ADVERTISER DISCLOSURE

What Happens If I Only Make The Minimum Payment On My Credit Card?

You can trust that we maintain strict editorial integrity in our writing and assessments; however, we may receive compensation when you click on links to products from our partners. Here's how we make money.
minimum-payment

One of the most important things we consumers can do to do to be sure that we’re on track to building a healthy financial future is to obtain a credit card and use it regularly. For most of us, getting a credit card represents our first opportunity to start building a credit history, so getting our hands on some plastic as soon as possible and using it responsibly will give us a head start on a long life of positive financial habits.

However, while millions of Americans are fulfilling the goal of dutifully using their credit cards and paying them off every month, there are others among us who find themselves succumbing to the Siren song of the minimum balance. After all, we all have a tight month every so often, and at times like this paying the total balance on your card can just seem so optional, especially compared to other bills.

But as easy as it seems to just pay the minimum balance on your credit card bill, the reality is that there are some truly scary consequences to failing to pay off your charges in full every month. Still not convinced? Take a look at these three negative consequences of making minimum payments described below – you can’t afford not to!

1. Your credit score will fall

Making minimum payments on your credit card is a quick fix to coming up short on cash for the month, but over time the debt you’ll build up over the course of just a few months of underpaying can really mess up your credit score. This is because 30% of your credit score is determined by how much debt you carry, particularly on revolving credit accounts (such as credit cards). This means that accruing charges on your card and failing to pay them off is like putting a dent in your credit score every month; over time, this adds up to a lot of damage.

The best thing to do is keep track of your spending and make sure that you don’t charge more than you can comfortably pay off at the end of the month. Otherwise, you can expect a nasty surprise the next time you check your credit score.

2. Your monthly bills start to balloon

Most credit card issuers only require a minimum payment of 4-6% of the total balance to be paid every month. However, if you pay only this minimum amount every month and continue to make charges on the card, the total balance on the card is going to rise substantially; in no time, that 4-6% is going to amount to a pretty high figure that you’ll have to fork over every month.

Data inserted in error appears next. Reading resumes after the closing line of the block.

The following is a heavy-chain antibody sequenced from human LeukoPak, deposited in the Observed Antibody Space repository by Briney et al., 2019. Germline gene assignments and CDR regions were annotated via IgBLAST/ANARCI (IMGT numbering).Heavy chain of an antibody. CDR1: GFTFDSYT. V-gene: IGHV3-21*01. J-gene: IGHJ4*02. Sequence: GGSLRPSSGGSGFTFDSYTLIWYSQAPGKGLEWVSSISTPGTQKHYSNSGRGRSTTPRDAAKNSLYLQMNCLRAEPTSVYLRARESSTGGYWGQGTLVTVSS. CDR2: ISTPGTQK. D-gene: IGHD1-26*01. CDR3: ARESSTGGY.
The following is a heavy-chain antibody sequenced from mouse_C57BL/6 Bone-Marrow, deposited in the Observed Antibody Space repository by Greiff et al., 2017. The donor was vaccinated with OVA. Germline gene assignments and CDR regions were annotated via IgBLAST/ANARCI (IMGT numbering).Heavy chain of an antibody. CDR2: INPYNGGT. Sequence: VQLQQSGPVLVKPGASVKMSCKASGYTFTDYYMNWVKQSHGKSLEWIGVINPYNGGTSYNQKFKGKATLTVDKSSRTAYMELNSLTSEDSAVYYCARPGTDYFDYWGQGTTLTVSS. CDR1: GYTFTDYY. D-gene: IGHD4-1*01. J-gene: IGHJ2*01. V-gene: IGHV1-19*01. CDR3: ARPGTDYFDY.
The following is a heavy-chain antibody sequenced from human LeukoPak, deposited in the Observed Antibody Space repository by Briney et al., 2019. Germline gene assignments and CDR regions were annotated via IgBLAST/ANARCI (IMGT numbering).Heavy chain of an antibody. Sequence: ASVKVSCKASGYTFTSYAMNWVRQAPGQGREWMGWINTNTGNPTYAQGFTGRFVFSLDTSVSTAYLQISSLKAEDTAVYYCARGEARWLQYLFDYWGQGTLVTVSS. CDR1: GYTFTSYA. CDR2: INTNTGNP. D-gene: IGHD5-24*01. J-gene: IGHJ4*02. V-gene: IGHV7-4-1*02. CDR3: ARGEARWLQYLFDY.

But it’s not only your credit card bills that will shoot up if you only make minimum payments. Thanks to the damage you’ll be doing to your credit score, other monthly obligations – such as insurance payments, loans, even rent or mortgage payments – will be expensive, too. Lenders, landlords, and insurance companies charge people with poor credit more, so it’s important to keep your credit card debt levels down and your credit score high to avoid this added expense.

3. Your credit card costs skyrocket

Paying only minimums on your credit cards is dangerous for a lot of reasons, but probably one of the most obvious because of the interest that’s accruing on the unpaid balance. The average interest rate on a credit card is 15%, so it’s very expensive to fail to pay off your balance in full.

Plus, most credit cards charge a fee for exceeding your credit limit, which is easy to do when you’re paying so little of your bill every month, so be sure to avoid this mistake by making full-sized payments on your card.

Credit cards are helpful tools for building good credit, but don’t give in to the temptation to only make minimum payments, no matter how convenient it might seem. There are serious and expensive consequences to not paying the full bill every month, so be sure keep a close watch on your spending to avoid this trap!